Interpretation of 2D and 3D seismic data enabled a holistic basin-wide model for the prospective North Falkland Basin (NFB) that helps to better understand the area’s inherent structural and stratigraphic complexity and petroleum system.

The NFB is an excellent example of two transecting rift basins in which their post-rift phase of subsidence is punctuated by structural inversion of the basin axis prior to hydrocarbon maturation and migration. There is an older Late Jurassic Southern Rift Basin with major NW–SE-striking normal faults, and a younger Early Cretaceous Northern Rift Basin with major N–S-striking normal faults that initiated prior to South Atlantic rifting.

The Northern Rift Basin developed in a fluvial and later lacustrine environment before becoming marine in the Tertiary. A prograding delta system filled the basin from the north in response to uplift in northern areas close to the site of South Atlantic rifting. Contemporaneously, sediment was shed off the segmented basin-bounding fault via long-established feeder drainage systems through breached relay ramps. The resultant sediment dispersal led to deposition of numerous clastic lacustrine turbidites that created the Sea Lion fans play fairway, the location of which has been controlled by compaction and infill of the syn-rift sub-basins below.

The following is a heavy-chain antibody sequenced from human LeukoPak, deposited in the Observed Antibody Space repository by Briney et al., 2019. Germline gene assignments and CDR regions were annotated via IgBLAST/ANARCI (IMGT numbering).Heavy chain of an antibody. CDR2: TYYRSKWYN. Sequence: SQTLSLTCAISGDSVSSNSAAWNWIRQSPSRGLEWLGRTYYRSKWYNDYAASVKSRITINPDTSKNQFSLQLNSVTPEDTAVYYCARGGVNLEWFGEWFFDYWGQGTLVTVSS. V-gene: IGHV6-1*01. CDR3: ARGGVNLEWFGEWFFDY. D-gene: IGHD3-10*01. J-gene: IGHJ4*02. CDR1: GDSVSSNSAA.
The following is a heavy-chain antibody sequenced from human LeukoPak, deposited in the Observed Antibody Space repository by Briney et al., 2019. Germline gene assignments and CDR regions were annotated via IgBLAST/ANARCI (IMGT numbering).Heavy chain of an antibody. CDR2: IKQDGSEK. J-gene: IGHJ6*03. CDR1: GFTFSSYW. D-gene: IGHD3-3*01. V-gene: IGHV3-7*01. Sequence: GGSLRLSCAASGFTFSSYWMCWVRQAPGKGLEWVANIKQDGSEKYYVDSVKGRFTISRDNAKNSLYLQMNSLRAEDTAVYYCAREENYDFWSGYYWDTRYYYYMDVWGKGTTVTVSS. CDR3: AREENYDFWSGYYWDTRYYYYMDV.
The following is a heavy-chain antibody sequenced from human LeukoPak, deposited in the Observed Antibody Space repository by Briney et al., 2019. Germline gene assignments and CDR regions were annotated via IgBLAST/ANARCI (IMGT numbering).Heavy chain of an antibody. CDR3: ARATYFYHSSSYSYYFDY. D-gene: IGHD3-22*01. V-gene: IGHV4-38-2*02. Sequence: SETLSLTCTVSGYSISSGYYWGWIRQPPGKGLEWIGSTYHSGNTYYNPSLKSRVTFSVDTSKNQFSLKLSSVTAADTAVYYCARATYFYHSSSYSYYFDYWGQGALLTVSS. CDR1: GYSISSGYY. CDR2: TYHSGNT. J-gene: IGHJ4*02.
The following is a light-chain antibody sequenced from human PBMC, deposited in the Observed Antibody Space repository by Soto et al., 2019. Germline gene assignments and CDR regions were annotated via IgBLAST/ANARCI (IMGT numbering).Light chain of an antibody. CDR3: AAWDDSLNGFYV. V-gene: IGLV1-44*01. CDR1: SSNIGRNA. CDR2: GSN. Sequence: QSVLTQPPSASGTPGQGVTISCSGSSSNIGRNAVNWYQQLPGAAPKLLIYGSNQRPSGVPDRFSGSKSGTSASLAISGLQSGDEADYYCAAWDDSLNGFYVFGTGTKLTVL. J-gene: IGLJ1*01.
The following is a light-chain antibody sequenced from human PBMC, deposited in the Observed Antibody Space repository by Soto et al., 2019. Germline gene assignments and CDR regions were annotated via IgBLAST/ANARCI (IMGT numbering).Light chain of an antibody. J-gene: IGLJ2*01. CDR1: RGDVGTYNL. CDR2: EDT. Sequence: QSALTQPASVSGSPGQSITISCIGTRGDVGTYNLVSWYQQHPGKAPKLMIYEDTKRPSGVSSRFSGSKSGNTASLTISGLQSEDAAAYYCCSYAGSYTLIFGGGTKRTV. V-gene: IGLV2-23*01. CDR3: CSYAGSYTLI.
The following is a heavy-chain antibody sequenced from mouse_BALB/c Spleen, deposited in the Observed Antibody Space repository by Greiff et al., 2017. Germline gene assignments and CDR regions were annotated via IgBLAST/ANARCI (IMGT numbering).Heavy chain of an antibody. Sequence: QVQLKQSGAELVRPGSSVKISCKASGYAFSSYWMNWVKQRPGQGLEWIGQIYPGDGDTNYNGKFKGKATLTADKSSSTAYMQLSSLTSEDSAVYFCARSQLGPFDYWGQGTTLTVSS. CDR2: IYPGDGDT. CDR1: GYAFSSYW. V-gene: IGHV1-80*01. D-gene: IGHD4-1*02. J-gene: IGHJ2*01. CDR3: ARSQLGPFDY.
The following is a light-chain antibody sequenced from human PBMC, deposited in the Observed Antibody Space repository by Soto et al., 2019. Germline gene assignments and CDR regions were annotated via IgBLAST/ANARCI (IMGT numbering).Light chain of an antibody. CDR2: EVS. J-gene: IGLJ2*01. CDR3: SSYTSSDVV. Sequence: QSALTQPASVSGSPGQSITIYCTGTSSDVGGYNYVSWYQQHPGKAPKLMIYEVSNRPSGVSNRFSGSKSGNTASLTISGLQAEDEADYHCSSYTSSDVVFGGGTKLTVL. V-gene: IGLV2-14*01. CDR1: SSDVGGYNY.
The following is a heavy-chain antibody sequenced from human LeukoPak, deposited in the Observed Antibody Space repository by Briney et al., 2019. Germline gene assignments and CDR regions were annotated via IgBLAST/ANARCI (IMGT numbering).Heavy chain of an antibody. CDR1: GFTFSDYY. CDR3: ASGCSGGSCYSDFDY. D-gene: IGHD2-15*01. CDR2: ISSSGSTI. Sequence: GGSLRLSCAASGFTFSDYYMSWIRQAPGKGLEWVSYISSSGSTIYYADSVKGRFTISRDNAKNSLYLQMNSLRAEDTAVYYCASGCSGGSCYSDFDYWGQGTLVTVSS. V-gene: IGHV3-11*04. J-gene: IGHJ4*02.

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  1. Lohr, T & Underhill, JR
    2015, ‘Role of rift transection and punctuated subsidence in the development of the North Falkland Basin’ Petroleum Geoscience, vol 21, no. 2–3, pp. 85–110. DOI: 10.1144/petgeo2014–050
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